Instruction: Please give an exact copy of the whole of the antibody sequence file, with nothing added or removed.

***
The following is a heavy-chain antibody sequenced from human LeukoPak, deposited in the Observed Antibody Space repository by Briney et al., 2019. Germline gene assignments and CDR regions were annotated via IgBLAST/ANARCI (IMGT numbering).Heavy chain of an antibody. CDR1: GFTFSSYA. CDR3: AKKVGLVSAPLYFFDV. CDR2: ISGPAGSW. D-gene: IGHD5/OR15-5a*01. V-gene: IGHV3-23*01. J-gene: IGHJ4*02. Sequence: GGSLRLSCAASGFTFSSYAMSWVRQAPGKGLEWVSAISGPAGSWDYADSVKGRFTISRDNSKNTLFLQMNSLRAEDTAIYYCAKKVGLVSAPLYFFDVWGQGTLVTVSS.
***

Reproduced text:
The following is a heavy-chain antibody sequenced from human LeukoPak, deposited in the Observed Antibody Space repository by Briney et al., 2019. Germline gene assignments and CDR regions were annotated via IgBLAST/ANARCI (IMGT numbering).Heavy chain of an antibody. CDR1: GFTFSSYA. CDR3: AKKVGLVSAPLYFFDV. CDR2: ISGPAGSW. D-gene: IGHD5/OR15-5a*01. V-gene: IGHV3-23*01. J-gene: IGHJ4*02. Sequence: GGSLRLSCAASGFTFSSYAMSWVRQAPGKGLEWVSAISGPAGSWDYADSVKGRFTISRDNSKNTLFLQMNSLRAEDTAIYYCAKKVGLVSAPLYFFDVWGQGTLVTVSS.